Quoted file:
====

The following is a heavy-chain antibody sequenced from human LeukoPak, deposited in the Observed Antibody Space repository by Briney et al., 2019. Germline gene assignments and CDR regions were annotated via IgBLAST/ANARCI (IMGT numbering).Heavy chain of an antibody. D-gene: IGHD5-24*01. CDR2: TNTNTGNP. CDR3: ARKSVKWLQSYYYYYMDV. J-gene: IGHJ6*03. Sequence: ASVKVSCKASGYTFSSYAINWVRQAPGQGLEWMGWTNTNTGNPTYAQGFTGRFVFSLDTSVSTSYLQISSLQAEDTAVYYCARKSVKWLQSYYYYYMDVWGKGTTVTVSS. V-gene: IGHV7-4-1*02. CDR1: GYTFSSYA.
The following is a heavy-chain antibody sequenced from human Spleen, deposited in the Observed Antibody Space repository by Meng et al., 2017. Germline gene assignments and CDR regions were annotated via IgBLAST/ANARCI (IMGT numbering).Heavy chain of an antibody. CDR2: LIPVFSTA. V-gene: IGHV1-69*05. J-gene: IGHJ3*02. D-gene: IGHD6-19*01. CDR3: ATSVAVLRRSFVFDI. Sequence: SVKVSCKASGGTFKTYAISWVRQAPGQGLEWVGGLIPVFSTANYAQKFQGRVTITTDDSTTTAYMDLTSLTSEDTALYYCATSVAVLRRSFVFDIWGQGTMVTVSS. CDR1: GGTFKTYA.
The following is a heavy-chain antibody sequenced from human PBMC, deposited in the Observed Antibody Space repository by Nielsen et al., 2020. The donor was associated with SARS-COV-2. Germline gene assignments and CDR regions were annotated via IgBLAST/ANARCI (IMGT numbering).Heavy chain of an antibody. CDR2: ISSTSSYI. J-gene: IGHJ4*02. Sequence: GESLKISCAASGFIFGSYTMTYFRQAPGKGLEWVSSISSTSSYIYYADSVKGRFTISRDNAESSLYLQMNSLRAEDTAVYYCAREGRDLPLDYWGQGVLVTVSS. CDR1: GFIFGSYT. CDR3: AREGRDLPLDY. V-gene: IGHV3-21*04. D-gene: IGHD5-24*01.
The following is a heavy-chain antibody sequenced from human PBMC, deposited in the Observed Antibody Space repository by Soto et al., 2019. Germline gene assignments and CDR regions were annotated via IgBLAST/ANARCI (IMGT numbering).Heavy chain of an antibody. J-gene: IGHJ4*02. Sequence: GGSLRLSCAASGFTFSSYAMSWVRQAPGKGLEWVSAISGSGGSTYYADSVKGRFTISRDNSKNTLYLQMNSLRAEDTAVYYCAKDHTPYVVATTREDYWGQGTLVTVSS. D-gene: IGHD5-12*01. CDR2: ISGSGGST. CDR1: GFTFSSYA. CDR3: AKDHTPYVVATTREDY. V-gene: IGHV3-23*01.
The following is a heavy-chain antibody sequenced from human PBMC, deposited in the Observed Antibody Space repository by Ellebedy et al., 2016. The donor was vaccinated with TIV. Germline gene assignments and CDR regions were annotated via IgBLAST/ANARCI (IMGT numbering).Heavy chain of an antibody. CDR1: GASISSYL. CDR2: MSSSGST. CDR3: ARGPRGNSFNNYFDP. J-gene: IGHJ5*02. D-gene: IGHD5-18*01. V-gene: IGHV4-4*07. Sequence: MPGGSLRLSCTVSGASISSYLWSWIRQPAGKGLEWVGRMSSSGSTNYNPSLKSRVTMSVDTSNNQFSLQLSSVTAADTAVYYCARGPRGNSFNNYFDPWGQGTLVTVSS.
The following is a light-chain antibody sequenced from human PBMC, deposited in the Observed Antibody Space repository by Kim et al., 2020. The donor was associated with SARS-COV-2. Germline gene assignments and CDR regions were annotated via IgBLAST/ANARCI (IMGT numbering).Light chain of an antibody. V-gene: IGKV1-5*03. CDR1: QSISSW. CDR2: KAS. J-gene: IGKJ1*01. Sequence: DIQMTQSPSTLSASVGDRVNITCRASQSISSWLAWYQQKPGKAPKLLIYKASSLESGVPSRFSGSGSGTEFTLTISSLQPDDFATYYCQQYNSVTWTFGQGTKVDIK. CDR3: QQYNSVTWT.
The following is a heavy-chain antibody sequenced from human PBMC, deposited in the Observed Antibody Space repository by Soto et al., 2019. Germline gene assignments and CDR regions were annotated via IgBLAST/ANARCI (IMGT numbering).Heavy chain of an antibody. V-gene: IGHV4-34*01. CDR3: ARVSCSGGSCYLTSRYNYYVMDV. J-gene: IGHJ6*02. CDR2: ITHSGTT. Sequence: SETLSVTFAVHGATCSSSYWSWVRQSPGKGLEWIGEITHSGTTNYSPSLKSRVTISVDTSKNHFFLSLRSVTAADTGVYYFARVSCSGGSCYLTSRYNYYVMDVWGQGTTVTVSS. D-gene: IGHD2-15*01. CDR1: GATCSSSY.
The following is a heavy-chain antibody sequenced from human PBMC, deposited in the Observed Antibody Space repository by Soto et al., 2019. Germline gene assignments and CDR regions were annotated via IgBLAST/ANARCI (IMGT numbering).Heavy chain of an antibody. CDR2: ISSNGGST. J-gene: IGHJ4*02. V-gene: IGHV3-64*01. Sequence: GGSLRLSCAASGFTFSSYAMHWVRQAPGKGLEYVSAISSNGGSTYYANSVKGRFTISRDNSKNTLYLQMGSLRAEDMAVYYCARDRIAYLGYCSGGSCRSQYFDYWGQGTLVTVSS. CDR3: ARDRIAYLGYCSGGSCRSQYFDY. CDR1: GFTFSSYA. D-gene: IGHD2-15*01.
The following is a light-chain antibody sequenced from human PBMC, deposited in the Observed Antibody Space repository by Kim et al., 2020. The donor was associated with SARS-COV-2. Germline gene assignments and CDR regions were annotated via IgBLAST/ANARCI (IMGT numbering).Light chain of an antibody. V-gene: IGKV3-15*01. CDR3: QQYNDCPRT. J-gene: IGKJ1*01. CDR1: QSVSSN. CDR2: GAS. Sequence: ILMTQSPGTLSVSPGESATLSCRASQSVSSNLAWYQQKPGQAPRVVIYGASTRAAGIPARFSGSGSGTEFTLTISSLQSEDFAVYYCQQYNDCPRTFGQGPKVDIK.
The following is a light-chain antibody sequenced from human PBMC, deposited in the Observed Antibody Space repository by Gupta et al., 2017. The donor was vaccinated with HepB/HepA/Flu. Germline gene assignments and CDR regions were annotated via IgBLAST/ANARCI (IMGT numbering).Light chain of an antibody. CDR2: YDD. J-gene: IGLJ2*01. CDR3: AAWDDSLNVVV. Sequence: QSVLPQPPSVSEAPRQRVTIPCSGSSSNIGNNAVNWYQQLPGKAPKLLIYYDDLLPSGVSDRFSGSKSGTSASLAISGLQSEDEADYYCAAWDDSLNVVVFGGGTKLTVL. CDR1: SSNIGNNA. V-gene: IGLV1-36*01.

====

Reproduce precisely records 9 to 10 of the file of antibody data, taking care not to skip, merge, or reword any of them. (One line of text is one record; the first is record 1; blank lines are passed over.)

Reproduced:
The following is a light-chain antibody sequenced from human PBMC, deposited in the Observed Antibody Space repository by Kim et al., 2020. The donor was associated with SARS-COV-2. Germline gene assignments and CDR regions were annotated via IgBLAST/ANARCI (IMGT numbering).Light chain of an antibody. V-gene: IGKV3-15*01. CDR3: QQYNDCPRT. J-gene: IGKJ1*01. CDR1: QSVSSN. CDR2: GAS. Sequence: ILMTQSPGTLSVSPGESATLSCRASQSVSSNLAWYQQKPGQAPRVVIYGASTRAAGIPARFSGSGSGTEFTLTISSLQSEDFAVYYCQQYNDCPRTFGQGPKVDIK.
The following is a light-chain antibody sequenced from human PBMC, deposited in the Observed Antibody Space repository by Gupta et al., 2017. The donor was vaccinated with HepB/HepA/Flu. Germline gene assignments and CDR regions were annotated via IgBLAST/ANARCI (IMGT numbering).Light chain of an antibody. CDR2: YDD. J-gene: IGLJ2*01. CDR3: AAWDDSLNVVV. Sequence: QSVLPQPPSVSEAPRQRVTIPCSGSSSNIGNNAVNWYQQLPGKAPKLLIYYDDLLPSGVSDRFSGSKSGTSASLAISGLQSEDEADYYCAAWDDSLNVVVFGGGTKLTVL. CDR1: SSNIGNNA. V-gene: IGLV1-36*01.